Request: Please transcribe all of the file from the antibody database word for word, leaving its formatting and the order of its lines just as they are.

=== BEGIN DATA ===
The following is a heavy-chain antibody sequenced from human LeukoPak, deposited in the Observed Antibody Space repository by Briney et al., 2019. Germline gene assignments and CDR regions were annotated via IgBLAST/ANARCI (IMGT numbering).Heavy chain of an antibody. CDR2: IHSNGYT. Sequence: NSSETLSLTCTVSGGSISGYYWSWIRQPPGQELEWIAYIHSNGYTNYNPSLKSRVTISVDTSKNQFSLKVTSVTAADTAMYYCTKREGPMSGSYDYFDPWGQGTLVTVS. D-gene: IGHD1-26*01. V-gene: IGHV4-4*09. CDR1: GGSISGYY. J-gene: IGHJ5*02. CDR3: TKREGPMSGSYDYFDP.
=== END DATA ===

The following is a heavy-chain antibody sequenced from human LeukoPak, deposited in the Observed Antibody Space repository by Briney et al., 2019. Germline gene assignments and CDR regions were annotated via IgBLAST/ANARCI (IMGT numbering).Heavy chain of an antibody. CDR2: IHSNGYT. Sequence: NSSETLSLTCTVSGGSISGYYWSWIRQPPGQELEWIAYIHSNGYTNYNPSLKSRVTISVDTSKNQFSLKVTSVTAADTAMYYCTKREGPMSGSYDYFDPWGQGTLVTVS. D-gene: IGHD1-26*01. V-gene: IGHV4-4*09. CDR1: GGSISGYY. J-gene: IGHJ5*02. CDR3: TKREGPMSGSYDYFDP.